Good Bye July


I hated August.  August meant Momma would be preparing us for the new school year.  That meant we had to going shopping with her.  That meant trying on new clothes and new shoes and then ultimately having to get a haircut before school started.

Packs of paper and new notebooks and pencils and scissors and glue went into paper bags with stern instructions to leave them alone since they were for school.  Then to top it all off, we had to go with her to register for the new school year and meet the nun that would be teaching our class that year.

God, that was all tough on a kid.  All I wanted to do was get in as much freedom and dirt and play time in while I could but what were you gonna do?  Escape the inevitable?  Nah.  Just try to get in as much as you can as the clock starts ticking down.

Just so you know …

A cannibal was walking through the jungle and came upon a restaurant operated by a fellow cannibal. Feeling somewhat hungry, he sat down and looked over the menu.

+ Tourist: $5.00
+ Broiled Missionary: $10.00
Fried Explorer: $15.00
+ Baked Democrat or Grilled Republican: $100.00

The cannibal called the cook over and asked, “Why such a high price for the Politicians?”

The cook replied, “Have you ever tried to clean one?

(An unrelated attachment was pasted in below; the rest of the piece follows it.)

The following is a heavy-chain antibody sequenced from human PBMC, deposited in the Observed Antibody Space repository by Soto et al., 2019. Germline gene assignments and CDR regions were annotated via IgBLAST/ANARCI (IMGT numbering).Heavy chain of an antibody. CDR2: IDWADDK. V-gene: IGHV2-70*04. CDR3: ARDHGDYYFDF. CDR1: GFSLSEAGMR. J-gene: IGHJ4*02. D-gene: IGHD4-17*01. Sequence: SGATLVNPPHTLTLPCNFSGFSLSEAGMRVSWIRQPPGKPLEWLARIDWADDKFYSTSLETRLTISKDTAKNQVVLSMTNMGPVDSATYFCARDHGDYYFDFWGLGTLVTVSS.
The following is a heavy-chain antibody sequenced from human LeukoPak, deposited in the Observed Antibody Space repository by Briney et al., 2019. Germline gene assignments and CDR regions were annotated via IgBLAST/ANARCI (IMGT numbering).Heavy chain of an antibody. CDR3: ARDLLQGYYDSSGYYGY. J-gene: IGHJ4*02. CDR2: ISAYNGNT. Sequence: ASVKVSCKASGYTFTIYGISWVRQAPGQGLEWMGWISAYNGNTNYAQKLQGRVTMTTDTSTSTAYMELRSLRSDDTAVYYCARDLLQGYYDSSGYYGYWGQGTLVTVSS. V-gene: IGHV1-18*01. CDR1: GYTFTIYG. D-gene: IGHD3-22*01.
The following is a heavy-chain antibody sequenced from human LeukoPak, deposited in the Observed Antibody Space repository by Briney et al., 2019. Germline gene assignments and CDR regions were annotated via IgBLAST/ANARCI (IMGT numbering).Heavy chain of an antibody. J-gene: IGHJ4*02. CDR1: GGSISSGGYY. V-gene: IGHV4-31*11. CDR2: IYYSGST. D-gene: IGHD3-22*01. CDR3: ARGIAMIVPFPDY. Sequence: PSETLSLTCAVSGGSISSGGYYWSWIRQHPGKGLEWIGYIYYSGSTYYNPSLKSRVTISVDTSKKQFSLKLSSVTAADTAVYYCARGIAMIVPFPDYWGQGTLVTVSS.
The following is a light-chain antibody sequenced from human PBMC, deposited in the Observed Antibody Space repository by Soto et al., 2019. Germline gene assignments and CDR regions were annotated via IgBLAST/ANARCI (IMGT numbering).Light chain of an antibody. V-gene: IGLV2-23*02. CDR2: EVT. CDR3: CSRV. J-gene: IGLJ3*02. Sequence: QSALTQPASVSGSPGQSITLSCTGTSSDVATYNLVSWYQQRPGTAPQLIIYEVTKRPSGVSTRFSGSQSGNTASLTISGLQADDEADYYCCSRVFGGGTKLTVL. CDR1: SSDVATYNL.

Art Sunday #81: Joseph Paul Vorst – Sharecroppers’ Revolt


The Great Depression of the 1930s may have taken its largest toll on American farmers. The cotton planters and sharecroppers of the South were particularly hard hit as prices plummeted, drought conditions killed yields, and landowners evicted tenant farmers to reduce costs. in 1934, the Southern Tenant Farmers Union was formed in rural Arkansas to promote economic rights for sharecroppers. The union organized a series of protests in 1936 aimed at ensuring fairer wages, more humane working conditions, and decent housing.

In January 1939, sharecroppers in southeastern Missouri walked off their jobs and out of their fields. Evicted or driven from their housing, protesting tenant farmers erected makeshift shacks along the roadsides to make their dissatisfactions known to passersbyJoseph Vorst was working in the southeastern Missouri town of Ste. Genevieve in 1939 and had great sympathy for the struggle of area tenant farmers. But rather than paint the emotion of the occasional acts of violence the uprising led to, in Sharecroppers’ Revolt Vorst depicted its very real outcome. No larger-than-life heroes, Vorst’s tenant farmers are an ordinary family of five who live in a house made of quilts and huddle around a stove for warmth. The long straight road on the right side of the composition may suggest the protest must go the distance if it is to succeed.